How do you bring in-laws into the business?

Business Leader Post, June 26, 2012

Thomas D. Davidow, Ed.D.

Very carefully.

If you are thinking of bringing an in-law into the business, you have to consider that his or her entering it is probably going to be a one way street. If it does not work out for any reason, the consequences to the family will be severe. If the in-law is asked to leave as a result of poor performance, or if he or she chooses to leave because of his or her perception of unfair treatment, the family spouse will more than likely have to side with his or her spouse, and it will be a nightmare. Consequently, when it is not working out, most family businesses live with the mistake. Of course, removal due to divorce is another matter.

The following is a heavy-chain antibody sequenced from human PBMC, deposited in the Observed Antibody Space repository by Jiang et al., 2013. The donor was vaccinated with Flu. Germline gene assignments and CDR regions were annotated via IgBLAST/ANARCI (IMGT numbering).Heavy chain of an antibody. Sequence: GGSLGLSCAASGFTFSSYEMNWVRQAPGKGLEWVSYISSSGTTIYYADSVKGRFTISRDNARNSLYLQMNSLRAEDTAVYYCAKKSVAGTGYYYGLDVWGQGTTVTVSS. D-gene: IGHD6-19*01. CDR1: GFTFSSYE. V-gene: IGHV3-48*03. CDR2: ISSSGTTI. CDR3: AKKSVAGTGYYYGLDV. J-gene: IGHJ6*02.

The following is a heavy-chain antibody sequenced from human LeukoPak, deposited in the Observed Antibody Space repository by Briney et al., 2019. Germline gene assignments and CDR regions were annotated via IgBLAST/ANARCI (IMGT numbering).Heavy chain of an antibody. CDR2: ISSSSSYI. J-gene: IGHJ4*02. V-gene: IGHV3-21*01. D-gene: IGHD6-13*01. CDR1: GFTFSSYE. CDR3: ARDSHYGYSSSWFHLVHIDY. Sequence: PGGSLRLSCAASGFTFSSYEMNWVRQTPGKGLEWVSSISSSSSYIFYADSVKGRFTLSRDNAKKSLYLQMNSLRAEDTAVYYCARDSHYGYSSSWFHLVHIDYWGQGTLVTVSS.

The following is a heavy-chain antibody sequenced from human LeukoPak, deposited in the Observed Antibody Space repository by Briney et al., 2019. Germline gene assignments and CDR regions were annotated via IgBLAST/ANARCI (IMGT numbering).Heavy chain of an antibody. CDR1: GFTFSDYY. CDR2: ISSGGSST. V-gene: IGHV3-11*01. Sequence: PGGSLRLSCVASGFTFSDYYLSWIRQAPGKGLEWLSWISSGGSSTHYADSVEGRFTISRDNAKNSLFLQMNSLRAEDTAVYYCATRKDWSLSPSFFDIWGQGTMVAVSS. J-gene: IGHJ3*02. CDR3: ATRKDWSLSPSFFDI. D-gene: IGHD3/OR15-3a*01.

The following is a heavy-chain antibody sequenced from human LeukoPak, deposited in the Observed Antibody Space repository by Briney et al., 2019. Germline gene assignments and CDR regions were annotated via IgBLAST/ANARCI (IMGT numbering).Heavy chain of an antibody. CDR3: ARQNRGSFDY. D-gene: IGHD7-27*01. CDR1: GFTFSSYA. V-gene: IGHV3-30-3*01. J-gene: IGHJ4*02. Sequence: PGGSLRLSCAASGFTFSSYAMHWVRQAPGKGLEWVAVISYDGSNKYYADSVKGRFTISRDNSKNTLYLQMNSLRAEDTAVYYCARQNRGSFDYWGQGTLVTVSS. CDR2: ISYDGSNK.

If you are seriously considering bringing an in-law into your business, here are some guidelines:

The skill set of the in-law has to match a need in the company.

He or she must have at least three to five years of successful experience someplace else.

His or her immediate report ought to be a non–family member.

There needs to be a clear job description.

Compensation ought to be based on the position in the company.

The family needs to be told before the hiring occurs.

A meeting needs to take among the in-law, the spouse and the family member who is hiring where everyone can clarify their expectations and discuss the risks involved.

Schedule evaluations and a trial period where both sides can opt out.

These guidelines do not guarantee success. They guard against failure.